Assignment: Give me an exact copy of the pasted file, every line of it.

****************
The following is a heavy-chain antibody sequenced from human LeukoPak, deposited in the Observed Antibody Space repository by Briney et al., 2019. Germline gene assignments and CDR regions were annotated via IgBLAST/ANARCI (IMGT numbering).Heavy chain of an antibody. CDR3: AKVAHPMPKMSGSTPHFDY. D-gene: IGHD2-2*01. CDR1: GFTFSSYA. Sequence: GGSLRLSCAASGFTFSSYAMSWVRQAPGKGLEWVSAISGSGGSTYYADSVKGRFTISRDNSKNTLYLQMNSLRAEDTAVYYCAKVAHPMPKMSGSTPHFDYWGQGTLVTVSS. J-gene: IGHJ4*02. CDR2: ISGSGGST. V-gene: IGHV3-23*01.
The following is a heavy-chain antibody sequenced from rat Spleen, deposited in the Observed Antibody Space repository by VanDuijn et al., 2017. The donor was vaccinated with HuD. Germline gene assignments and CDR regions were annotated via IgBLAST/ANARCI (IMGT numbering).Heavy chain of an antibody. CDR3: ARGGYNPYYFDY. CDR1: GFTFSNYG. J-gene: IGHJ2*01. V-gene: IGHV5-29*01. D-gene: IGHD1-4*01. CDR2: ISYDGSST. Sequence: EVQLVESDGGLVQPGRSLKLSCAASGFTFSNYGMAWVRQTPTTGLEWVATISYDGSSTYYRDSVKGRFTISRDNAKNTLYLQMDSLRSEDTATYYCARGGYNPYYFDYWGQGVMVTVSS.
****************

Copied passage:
The following is a heavy-chain antibody sequenced from human LeukoPak, deposited in the Observed Antibody Space repository by Briney et al., 2019. Germline gene assignments and CDR regions were annotated via IgBLAST/ANARCI (IMGT numbering).Heavy chain of an antibody. CDR3: AKVAHPMPKMSGSTPHFDY. D-gene: IGHD2-2*01. CDR1: GFTFSSYA. Sequence: GGSLRLSCAASGFTFSSYAMSWVRQAPGKGLEWVSAISGSGGSTYYADSVKGRFTISRDNSKNTLYLQMNSLRAEDTAVYYCAKVAHPMPKMSGSTPHFDYWGQGTLVTVSS. J-gene: IGHJ4*02. CDR2: ISGSGGST. V-gene: IGHV3-23*01.
The following is a heavy-chain antibody sequenced from rat Spleen, deposited in the Observed Antibody Space repository by VanDuijn et al., 2017. The donor was vaccinated with HuD. Germline gene assignments and CDR regions were annotated via IgBLAST/ANARCI (IMGT numbering).Heavy chain of an antibody. CDR3: ARGGYNPYYFDY. CDR1: GFTFSNYG. J-gene: IGHJ2*01. V-gene: IGHV5-29*01. D-gene: IGHD1-4*01. CDR2: ISYDGSST. Sequence: EVQLVESDGGLVQPGRSLKLSCAASGFTFSNYGMAWVRQTPTTGLEWVATISYDGSSTYYRDSVKGRFTISRDNAKNTLYLQMDSLRSEDTATYYCARGGYNPYYFDYWGQGVMVTVSS.